Technology Update: Drilling Simulation Is Method To Evaluate Incremental Options, Reduce Risk
- _ JPT staff (_)
- Document ID
- Society of Petroleum Engineers
- Journal of Petroleum Technology
- Publication Date
- December 2006
- Document Type
- Journal Paper
- 22 - 23
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As computing power has become more affordable and the E&P industry’s understanding of downhole drilling dynamics has improved, sophisticated simulation software has been developed to optimize drilling.
Most drilling engineering analysis software has been based on using static analysis assuming steady-state conditions. Although useful, the end result was little more than a snapshot of anticipated forces. Advanced sensors in the bottomhole assembly (BHA) and improved surface sensors now provide digital measurements of weight on bit (WOB), rate of penetration (ROP), torque, and vibration as a function of time. As a result, it is possible to develop and validate more-complex and -accurate drilling models. Drilling simulation can now provide access to any one of the thousands of nodes presented by means of mesh software rather than by means of static analysis. The i-DRILL drilling simulation from Smith Technologies is an example of this functionality. The opportunity for detailed scrutiny of data leads to understanding normal, tangential, and axial loads that affect system behavior. Since the modeling is based upon the mechanical properties and dimensional data that represent the drillstring and the compressive strength and physical characteristics of the formations drilled, the results are specific to the application and are detailed in terms of what is required to improve performance.
Within the virtual environment, the bit type/style, the individual BHA elements and their relative placement, the drillstring, the operating parameters, and the drive and/or steering mechanism (e.g., positive-displacement motor, rotary-steerable tool, turbodrill) can be varied to identify the optimum combination. Bit durability (dull condition), ROP, and stability are considered and weighted. For example, if in a deep well, long trip time is to be avoided at the expense of all other areas of investigation (ROP, vibration, or stability), these may become less important in determining the optimum system. Typically, problems previously encountered while drilling offset wells and other operator experience in the area lead the engineering team to the most important areas of investigation first. Bits and BHAs are methodically tested and retested through the virtual simulation regime, eliminating the poorer performers until the best match and highest normalized score are found. Once these elements are identified, the targets are quantified and weighted according to the economic and strategic (reservoir) project drivers.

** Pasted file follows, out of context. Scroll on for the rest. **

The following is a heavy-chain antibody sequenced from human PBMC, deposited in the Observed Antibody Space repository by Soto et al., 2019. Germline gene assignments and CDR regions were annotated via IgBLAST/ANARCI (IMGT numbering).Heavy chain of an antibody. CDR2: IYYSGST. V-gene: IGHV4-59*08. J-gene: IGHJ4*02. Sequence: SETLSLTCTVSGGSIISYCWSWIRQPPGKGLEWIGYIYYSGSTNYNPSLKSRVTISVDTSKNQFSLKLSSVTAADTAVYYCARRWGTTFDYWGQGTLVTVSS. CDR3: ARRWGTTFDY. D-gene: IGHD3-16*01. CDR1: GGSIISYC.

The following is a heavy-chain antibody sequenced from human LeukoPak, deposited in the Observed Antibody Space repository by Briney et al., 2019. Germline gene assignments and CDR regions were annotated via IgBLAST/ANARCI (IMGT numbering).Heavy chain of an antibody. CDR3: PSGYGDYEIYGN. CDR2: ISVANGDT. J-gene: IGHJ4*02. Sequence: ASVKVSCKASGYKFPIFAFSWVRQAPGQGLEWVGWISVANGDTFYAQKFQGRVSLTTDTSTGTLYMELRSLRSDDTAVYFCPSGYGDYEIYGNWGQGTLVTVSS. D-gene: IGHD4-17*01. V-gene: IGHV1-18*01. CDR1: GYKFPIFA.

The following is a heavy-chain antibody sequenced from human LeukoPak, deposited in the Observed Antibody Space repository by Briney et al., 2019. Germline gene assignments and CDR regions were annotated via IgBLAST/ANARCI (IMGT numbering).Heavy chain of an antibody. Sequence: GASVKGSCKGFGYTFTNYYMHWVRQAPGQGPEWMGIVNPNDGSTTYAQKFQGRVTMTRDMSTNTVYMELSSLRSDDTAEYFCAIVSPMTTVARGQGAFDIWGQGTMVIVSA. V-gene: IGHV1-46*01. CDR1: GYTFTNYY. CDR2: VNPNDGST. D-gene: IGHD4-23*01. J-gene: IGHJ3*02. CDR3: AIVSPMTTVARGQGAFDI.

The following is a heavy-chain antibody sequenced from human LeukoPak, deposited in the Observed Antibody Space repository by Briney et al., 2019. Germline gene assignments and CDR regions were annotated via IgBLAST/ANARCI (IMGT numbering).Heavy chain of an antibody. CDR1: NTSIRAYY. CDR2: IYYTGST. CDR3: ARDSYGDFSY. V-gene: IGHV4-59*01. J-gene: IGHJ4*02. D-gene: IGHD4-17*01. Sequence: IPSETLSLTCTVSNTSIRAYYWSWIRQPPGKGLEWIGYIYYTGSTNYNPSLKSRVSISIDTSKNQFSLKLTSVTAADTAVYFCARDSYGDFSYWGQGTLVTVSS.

Once the “best” system is selected from all the options analyzed, dynamic simulations are prepared to visually compare the best vs. worst performance across a variety of drilling dynamics including torque, contact forces, and bending moments. This process works with optimization-matrix and weighting-factor methodology by eliminating guesswork, providing organized engineering data and calculations upon which results and interpretations are based, and providing the sensitivity plots that describe the relationships between ROP, lateral acceleration, and the surface-controlled WOB and rotational rate.
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